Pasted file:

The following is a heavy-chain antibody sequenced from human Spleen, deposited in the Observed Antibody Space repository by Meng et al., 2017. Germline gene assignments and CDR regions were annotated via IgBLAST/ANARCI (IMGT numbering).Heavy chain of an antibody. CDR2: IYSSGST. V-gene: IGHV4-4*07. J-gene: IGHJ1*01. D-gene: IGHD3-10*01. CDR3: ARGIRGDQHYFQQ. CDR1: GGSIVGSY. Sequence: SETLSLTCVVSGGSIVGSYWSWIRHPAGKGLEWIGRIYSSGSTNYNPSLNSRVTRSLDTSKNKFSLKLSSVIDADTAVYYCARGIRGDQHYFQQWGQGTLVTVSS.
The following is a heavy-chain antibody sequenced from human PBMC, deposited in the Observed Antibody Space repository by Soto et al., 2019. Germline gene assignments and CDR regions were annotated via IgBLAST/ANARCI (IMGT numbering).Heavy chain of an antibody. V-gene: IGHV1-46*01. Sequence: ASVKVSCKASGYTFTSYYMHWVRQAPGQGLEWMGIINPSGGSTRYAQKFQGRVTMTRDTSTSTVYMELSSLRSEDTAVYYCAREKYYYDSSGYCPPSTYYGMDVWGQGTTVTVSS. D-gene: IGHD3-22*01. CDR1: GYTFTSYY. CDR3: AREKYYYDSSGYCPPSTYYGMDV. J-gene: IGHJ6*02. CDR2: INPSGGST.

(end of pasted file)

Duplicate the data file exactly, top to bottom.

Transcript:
The following is a heavy-chain antibody sequenced from human Spleen, deposited in the Observed Antibody Space repository by Meng et al., 2017. Germline gene assignments and CDR regions were annotated via IgBLAST/ANARCI (IMGT numbering).Heavy chain of an antibody. CDR2: IYSSGST. V-gene: IGHV4-4*07. J-gene: IGHJ1*01. D-gene: IGHD3-10*01. CDR3: ARGIRGDQHYFQQ. CDR1: GGSIVGSY. Sequence: SETLSLTCVVSGGSIVGSYWSWIRHPAGKGLEWIGRIYSSGSTNYNPSLNSRVTRSLDTSKNKFSLKLSSVIDADTAVYYCARGIRGDQHYFQQWGQGTLVTVSS.
The following is a heavy-chain antibody sequenced from human PBMC, deposited in the Observed Antibody Space repository by Soto et al., 2019. Germline gene assignments and CDR regions were annotated via IgBLAST/ANARCI (IMGT numbering).Heavy chain of an antibody. V-gene: IGHV1-46*01. Sequence: ASVKVSCKASGYTFTSYYMHWVRQAPGQGLEWMGIINPSGGSTRYAQKFQGRVTMTRDTSTSTVYMELSSLRSEDTAVYYCAREKYYYDSSGYCPPSTYYGMDVWGQGTTVTVSS. D-gene: IGHD3-22*01. CDR1: GYTFTSYY. CDR3: AREKYYYDSSGYCPPSTYYGMDV. J-gene: IGHJ6*02. CDR2: INPSGGST.